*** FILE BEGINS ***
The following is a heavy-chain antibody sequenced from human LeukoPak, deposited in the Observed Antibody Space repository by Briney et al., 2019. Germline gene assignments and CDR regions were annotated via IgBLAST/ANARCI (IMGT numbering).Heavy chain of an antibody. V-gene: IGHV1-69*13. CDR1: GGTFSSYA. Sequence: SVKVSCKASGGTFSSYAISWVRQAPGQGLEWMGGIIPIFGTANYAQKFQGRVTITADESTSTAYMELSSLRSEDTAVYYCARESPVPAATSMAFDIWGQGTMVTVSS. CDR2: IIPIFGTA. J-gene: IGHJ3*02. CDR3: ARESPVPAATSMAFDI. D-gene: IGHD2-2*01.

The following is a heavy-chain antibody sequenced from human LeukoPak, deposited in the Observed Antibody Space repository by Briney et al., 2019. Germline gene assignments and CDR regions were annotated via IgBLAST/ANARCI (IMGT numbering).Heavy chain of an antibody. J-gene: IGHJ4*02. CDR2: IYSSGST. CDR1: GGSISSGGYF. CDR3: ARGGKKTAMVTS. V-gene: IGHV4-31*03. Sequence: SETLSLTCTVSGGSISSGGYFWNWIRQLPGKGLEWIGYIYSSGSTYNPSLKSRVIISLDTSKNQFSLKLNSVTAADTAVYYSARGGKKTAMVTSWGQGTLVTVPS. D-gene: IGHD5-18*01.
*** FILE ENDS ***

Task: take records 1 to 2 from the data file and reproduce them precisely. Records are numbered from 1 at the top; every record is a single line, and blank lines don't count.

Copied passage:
The following is a heavy-chain antibody sequenced from human LeukoPak, deposited in the Observed Antibody Space repository by Briney et al., 2019. Germline gene assignments and CDR regions were annotated via IgBLAST/ANARCI (IMGT numbering).Heavy chain of an antibody. V-gene: IGHV1-69*13. CDR1: GGTFSSYA. Sequence: SVKVSCKASGGTFSSYAISWVRQAPGQGLEWMGGIIPIFGTANYAQKFQGRVTITADESTSTAYMELSSLRSEDTAVYYCARESPVPAATSMAFDIWGQGTMVTVSS. CDR2: IIPIFGTA. J-gene: IGHJ3*02. CDR3: ARESPVPAATSMAFDI. D-gene: IGHD2-2*01.

The following is a heavy-chain antibody sequenced from human LeukoPak, deposited in the Observed Antibody Space repository by Briney et al., 2019. Germline gene assignments and CDR regions were annotated via IgBLAST/ANARCI (IMGT numbering).Heavy chain of an antibody. J-gene: IGHJ4*02. CDR2: IYSSGST. CDR1: GGSISSGGYF. CDR3: ARGGKKTAMVTS. V-gene: IGHV4-31*03. Sequence: SETLSLTCTVSGGSISSGGYFWNWIRQLPGKGLEWIGYIYSSGSTYNPSLKSRVIISLDTSKNQFSLKLNSVTAADTAVYYSARGGKKTAMVTSWGQGTLVTVPS. D-gene: IGHD5-18*01.